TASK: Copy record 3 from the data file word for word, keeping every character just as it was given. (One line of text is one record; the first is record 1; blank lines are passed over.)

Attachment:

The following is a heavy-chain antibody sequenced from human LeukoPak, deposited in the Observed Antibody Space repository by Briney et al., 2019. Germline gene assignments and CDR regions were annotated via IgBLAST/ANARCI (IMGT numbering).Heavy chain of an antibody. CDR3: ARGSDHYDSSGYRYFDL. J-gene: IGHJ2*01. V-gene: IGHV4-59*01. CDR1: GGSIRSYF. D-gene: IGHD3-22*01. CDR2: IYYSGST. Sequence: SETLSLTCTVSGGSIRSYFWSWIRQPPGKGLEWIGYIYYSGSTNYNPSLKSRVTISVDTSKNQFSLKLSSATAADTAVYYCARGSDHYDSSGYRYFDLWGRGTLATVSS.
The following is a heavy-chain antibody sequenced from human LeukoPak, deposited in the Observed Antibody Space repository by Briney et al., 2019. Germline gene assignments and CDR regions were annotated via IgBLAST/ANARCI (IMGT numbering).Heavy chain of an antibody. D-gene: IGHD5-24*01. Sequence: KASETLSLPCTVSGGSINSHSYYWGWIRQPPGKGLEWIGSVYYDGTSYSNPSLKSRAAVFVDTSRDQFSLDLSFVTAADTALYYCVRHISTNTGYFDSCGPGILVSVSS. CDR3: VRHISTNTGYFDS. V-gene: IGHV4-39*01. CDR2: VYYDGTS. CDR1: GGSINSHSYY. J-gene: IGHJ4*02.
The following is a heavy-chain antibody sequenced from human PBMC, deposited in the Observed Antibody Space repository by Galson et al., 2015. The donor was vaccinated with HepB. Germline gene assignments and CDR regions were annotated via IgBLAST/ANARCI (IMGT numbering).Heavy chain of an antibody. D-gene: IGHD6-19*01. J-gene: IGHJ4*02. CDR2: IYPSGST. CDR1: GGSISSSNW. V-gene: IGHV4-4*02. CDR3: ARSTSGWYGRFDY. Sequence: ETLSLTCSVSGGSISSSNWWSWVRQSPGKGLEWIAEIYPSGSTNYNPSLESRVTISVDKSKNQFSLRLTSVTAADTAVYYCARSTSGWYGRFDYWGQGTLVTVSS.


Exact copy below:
The following is a heavy-chain antibody sequenced from human PBMC, deposited in the Observed Antibody Space repository by Galson et al., 2015. The donor was vaccinated with HepB. Germline gene assignments and CDR regions were annotated via IgBLAST/ANARCI (IMGT numbering).Heavy chain of an antibody. D-gene: IGHD6-19*01. J-gene: IGHJ4*02. CDR2: IYPSGST. CDR1: GGSISSSNW. V-gene: IGHV4-4*02. CDR3: ARSTSGWYGRFDY. Sequence: ETLSLTCSVSGGSISSSNWWSWVRQSPGKGLEWIAEIYPSGSTNYNPSLESRVTISVDKSKNQFSLRLTSVTAADTAVYYCARSTSGWYGRFDYWGQGTLVTVSS.